With the European Union (EU) announcing a $1 trillion bailout package for the euro last week, global currencies are back in the headlines. With daily turnover exceeding $4 trillion, the volume of currencies traded on world markets is ten times that of stocks. The world’s most famous currency trade — a bet against the British pound in September of 1992 — netted speculator George Soros more than $1 billion.
Thanks to the recent advent of currency exchange-traded funds (ETFs), the formerly mysterious world of currency trading is now as accessible to you as investing in Apple or Walmart. Over the next few weeks, I’ll be exploring the prospects for three different groups of global currencies — reserve currencies, the currencies of other developed markets, as well as those of the BRIC economies — all of which can help you to generate big profits in global financial markets. But realize that 97% of the world’s currency reserves are in the top four currencies: the U.S. dollar, the euro, the British pound sterling and the Japanese yen.
The U.S. Dollar
The U.S. dollar is by far the most widely held reserve currency in the world today, 61.5% versus 28.1% for the euro. That means the United States has the currency deck stacked in its favor — unfairly in the eyes of some. Cassandras have called for the imminent demise of the U.S. dollar for years. In their view, soaring U.S. budget deficits, combined with a creeping European-style social welfare system under the Obama administration, confirm that over the long-term, the U.S. dollar is going to hell in a hand basket.
For all of its problems, the U.S. dollar remains the favorite reserve currency because it has stability, scale and liquidity. And when risk appetite wanes, investors rush to the U.S. dollar. And current economic prospects for the United States are the strongest when compared to Europe, Japan and the United Kingdom. In Q1 of 2010, the U.S. economy expanded at a rate of 3.9%, while Europe stagnated at 0.5% and the United Kingdom barely budged with a growth rate of O.1%. The “least ugly” among the world’s reserve currencies, there’s good reason to think the U.S. dollar will remain strong.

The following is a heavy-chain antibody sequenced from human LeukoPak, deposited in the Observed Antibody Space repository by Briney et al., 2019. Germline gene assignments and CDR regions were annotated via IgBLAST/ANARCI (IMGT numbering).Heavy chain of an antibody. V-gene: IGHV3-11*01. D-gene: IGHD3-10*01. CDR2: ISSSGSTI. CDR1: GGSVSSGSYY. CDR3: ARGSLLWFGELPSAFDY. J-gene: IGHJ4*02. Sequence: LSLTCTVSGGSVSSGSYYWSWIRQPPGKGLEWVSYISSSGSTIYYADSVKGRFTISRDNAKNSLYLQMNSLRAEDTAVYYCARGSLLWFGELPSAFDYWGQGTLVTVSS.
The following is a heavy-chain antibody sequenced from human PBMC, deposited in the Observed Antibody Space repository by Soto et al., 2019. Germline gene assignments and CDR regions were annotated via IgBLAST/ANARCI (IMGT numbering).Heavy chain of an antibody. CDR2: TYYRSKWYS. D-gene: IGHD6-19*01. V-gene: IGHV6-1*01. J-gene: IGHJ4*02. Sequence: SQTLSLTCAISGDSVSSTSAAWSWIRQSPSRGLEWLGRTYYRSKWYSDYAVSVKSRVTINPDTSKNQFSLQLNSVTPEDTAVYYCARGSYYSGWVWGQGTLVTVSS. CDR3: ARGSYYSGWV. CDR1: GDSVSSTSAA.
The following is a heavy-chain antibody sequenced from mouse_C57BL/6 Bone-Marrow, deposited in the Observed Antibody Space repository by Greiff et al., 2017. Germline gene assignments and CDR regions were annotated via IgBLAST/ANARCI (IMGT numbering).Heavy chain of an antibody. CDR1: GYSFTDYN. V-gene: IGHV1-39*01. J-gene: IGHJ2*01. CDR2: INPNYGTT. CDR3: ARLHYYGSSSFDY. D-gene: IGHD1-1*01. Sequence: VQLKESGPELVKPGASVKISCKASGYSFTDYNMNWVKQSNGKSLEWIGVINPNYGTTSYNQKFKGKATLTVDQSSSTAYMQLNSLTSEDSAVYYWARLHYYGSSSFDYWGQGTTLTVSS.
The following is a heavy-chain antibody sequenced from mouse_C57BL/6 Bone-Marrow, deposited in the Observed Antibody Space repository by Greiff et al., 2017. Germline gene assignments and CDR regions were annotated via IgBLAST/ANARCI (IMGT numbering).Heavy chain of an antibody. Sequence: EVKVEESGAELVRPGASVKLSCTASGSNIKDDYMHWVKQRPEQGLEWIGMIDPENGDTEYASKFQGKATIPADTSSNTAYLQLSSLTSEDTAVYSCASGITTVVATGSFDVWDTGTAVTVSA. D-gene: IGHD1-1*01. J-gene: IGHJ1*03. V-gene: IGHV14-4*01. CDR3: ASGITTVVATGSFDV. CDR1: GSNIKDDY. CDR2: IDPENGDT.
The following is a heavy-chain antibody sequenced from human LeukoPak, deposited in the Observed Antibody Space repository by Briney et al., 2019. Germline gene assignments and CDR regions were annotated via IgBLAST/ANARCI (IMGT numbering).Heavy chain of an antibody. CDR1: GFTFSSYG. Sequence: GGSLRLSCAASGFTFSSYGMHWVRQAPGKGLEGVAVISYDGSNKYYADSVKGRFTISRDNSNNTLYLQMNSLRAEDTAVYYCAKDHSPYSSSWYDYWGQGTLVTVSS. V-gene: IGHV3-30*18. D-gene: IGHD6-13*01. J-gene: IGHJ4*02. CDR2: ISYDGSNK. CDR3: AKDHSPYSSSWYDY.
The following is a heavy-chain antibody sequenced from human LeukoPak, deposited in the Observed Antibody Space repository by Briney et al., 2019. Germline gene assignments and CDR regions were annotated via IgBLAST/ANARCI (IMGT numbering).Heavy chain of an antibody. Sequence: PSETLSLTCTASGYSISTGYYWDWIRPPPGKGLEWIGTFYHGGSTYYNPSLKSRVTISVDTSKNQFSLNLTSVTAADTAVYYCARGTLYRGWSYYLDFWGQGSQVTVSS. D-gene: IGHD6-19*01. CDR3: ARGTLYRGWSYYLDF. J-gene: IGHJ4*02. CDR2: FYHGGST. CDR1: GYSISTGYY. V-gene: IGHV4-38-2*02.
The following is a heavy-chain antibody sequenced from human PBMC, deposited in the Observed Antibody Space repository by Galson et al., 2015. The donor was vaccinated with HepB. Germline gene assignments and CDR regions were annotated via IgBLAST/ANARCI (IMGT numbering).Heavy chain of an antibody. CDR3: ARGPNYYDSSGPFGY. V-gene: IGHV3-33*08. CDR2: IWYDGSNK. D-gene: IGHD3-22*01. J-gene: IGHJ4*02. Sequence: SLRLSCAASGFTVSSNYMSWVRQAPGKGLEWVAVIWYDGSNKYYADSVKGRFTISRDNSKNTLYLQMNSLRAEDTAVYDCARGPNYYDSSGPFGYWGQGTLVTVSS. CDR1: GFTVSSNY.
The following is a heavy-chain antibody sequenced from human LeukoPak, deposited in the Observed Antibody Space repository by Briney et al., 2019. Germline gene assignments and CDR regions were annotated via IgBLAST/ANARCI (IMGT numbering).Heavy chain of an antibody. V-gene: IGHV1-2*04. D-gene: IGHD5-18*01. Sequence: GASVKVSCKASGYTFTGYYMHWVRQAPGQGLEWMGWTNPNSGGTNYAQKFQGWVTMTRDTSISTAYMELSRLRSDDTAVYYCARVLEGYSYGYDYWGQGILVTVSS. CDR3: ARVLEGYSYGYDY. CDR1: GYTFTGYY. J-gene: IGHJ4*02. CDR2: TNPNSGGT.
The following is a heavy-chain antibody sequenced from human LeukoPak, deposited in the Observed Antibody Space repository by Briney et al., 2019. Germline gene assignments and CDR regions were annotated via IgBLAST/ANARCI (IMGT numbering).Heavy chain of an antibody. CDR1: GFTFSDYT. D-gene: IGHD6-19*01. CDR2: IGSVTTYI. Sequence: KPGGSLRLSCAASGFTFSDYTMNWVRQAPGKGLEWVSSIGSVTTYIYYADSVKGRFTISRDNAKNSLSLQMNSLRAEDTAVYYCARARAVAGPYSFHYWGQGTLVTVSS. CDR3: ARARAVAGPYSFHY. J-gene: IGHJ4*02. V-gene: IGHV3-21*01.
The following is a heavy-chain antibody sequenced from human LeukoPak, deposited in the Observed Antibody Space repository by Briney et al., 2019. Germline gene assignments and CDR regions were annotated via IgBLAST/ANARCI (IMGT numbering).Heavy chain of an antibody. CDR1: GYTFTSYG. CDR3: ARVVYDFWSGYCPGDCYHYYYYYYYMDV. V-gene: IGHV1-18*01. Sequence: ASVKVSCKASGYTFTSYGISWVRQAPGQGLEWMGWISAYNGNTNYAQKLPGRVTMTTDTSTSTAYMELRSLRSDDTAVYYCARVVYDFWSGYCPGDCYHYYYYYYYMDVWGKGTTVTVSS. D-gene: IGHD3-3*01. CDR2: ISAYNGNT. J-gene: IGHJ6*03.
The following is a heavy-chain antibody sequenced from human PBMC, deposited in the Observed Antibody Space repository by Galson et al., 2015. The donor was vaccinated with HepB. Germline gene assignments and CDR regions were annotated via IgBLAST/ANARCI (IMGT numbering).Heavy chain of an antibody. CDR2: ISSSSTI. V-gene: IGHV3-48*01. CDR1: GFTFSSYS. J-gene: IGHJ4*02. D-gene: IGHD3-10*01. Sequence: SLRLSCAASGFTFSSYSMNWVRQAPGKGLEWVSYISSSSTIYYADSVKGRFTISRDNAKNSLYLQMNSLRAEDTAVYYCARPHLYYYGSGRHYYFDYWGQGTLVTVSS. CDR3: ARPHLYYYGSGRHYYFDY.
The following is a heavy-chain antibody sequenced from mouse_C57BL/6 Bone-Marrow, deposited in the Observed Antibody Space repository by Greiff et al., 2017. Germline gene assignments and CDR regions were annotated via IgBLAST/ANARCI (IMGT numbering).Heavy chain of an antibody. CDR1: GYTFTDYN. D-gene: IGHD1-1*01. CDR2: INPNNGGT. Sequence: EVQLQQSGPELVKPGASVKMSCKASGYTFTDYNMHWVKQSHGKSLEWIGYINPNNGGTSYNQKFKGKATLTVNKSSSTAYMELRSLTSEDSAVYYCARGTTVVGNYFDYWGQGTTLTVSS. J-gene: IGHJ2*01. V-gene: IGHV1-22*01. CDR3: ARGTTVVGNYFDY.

For a while, the euro was on a helluva roll. By its seventh birthday in 2006, the value of euro notes circulating worldwide overtook the value of U.S. dollar bills. The model Giselle Bundchen reportedly demanded payment in euro and U.S. rapper Jay Z was flashing euros around in his videos. By September 2007, former Federal Reserve Chairman Alan Greenspan said that the euro could replace the U.S. dollar as the world’s primary reserve currency.
How things have changed. Less than three years and one global financial crisis later, headlines are echoing Milton Friedman and predicting the euro’s demise. Even before Greece revealed the full extent of its fiscal woes, the euro had taken a pounding and dropped from a high of around $1.60 in 2008 to about $1.23 recently. And a bet on the collapse of the euro to fall to parity with the U.S. dollar is the “career-making trade” at the world’s top hedge funds.
The British Pound Sterling
The United Kingdom’s pound sterling was the primary reserve currency for much of the world in the 18th and 19th centuries. But thanks to the increasing dominance of the United States in the world’s economy, the sterling lost its status as the world’s reserve currency over the past 100 years.
More recently, the United Kingdom’s soaring budget deficit and fiscal crisis have put the British pound sterling on the defensive. From the lofty heights of $2.10 to the U.S. dollar in 2007, the sterling fell by a third to around $1.38 in 2009. With the British currency trading around $1.44 to the U.S. dollar, it may retrace that level again in 2010.
That’s not surprising. The U.K. government’s fiscal deficit rivals that of Greece. The U.K. government spent massive amounts to stimulate the economy and bail out banks. Public and private indebtedness is soaring. Government entitlement programs have spiraled out of control. Last year, Standard & Poor’s lowered the United Kingdom’s rating outlook to “negative” from “stable.” The British economy has barely edged out of recession in 2010. Jim Rogers has predicted that the pound will collapse to close to parity with the dollar. Whether you agree or not, it is hard to imagine — its new coalition government notwithstanding — that there is much good news for the pound sterling.
The Japanese Yen
When global investors flee for safety, one of the first places they escape to is the Japanese yen. During the collapse of global financial markets in 2008, the Japanese yen was the greatest safe haven. Every time global stock markets would fall, the Japanese yen would rise.
Given that Japan’s debt problem dwarfs that of Greece, some investors are left scratching their heads. But those who have bet against the yen have had those very same heads handed to them. Bulls argue that after 20 years of virtual stagnation, Japan is due for a comeback; the yen is better positioned today than its European rivals. They seem to have a point. Rising 30% against the U.S. dollar, the yen has quietly become the single best-performing major currency over the past three years.